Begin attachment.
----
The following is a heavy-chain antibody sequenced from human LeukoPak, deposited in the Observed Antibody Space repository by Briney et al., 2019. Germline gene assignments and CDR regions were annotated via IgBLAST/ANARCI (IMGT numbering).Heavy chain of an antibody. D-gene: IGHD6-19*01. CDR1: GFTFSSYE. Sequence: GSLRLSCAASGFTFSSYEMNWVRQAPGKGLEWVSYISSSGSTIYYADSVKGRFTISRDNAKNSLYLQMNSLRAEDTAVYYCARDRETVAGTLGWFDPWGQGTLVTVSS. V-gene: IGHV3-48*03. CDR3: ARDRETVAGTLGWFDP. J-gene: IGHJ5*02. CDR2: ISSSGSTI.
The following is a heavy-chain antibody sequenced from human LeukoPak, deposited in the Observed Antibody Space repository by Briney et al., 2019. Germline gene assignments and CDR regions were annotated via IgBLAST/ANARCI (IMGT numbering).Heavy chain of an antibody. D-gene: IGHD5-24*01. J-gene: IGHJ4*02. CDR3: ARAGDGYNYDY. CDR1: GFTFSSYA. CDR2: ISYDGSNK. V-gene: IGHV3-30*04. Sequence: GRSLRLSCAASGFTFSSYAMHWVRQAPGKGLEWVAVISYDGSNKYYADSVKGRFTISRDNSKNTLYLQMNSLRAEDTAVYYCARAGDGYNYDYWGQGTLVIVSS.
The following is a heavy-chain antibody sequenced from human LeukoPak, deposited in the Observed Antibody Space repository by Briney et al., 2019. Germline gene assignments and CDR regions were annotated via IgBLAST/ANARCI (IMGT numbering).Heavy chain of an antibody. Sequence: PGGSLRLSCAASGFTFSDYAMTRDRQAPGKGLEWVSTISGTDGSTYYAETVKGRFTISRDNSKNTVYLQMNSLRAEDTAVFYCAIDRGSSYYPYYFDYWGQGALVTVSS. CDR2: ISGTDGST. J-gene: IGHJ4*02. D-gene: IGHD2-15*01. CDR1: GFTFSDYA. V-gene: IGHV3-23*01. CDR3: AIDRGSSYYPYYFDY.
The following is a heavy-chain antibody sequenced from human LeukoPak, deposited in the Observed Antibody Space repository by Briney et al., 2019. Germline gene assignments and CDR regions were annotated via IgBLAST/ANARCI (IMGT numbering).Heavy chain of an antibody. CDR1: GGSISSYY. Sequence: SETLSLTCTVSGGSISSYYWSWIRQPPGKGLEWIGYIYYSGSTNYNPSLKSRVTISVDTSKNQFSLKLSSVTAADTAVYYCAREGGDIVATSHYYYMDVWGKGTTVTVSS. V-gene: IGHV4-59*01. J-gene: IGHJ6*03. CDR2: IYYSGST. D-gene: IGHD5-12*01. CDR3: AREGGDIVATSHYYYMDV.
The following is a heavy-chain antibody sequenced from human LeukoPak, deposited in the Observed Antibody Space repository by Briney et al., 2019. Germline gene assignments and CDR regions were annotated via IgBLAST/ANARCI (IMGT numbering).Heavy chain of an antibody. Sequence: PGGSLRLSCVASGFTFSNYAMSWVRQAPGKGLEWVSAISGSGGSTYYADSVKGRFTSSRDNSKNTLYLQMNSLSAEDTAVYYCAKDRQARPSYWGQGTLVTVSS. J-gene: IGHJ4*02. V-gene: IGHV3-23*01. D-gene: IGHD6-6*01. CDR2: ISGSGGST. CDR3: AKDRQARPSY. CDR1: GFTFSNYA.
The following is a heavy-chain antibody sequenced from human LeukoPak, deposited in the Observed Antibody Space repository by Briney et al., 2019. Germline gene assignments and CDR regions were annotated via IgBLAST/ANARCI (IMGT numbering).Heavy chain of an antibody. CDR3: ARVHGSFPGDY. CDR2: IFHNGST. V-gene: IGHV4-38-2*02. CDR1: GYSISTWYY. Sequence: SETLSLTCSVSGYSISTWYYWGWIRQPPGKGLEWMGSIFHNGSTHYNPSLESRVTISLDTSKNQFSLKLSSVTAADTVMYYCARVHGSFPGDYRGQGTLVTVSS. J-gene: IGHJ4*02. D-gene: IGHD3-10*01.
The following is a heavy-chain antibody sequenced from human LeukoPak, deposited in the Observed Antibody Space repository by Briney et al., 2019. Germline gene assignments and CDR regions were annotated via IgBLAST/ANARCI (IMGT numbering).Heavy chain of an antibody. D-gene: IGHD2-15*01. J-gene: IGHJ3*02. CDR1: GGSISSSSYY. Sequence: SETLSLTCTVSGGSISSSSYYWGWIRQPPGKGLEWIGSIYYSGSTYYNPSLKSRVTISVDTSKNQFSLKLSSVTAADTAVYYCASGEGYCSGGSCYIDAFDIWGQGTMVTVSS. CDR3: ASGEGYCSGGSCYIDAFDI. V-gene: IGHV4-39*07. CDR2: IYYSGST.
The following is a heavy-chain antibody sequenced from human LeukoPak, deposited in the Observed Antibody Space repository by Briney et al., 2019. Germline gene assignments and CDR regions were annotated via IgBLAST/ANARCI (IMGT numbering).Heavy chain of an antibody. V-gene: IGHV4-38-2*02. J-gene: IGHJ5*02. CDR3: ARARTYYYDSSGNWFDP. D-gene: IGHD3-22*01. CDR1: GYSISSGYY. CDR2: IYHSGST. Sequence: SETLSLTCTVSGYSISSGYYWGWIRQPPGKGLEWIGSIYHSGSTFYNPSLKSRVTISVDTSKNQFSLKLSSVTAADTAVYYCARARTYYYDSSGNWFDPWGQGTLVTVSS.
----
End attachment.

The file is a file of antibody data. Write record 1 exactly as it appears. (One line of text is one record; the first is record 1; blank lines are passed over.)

The following is a heavy-chain antibody sequenced from human LeukoPak, deposited in the Observed Antibody Space repository by Briney et al., 2019. Germline gene assignments and CDR regions were annotated via IgBLAST/ANARCI (IMGT numbering).Heavy chain of an antibody. D-gene: IGHD6-19*01. CDR1: GFTFSSYE. Sequence: GSLRLSCAASGFTFSSYEMNWVRQAPGKGLEWVSYISSSGSTIYYADSVKGRFTISRDNAKNSLYLQMNSLRAEDTAVYYCARDRETVAGTLGWFDPWGQGTLVTVSS. V-gene: IGHV3-48*03. CDR3: ARDRETVAGTLGWFDP. J-gene: IGHJ5*02. CDR2: ISSSGSTI.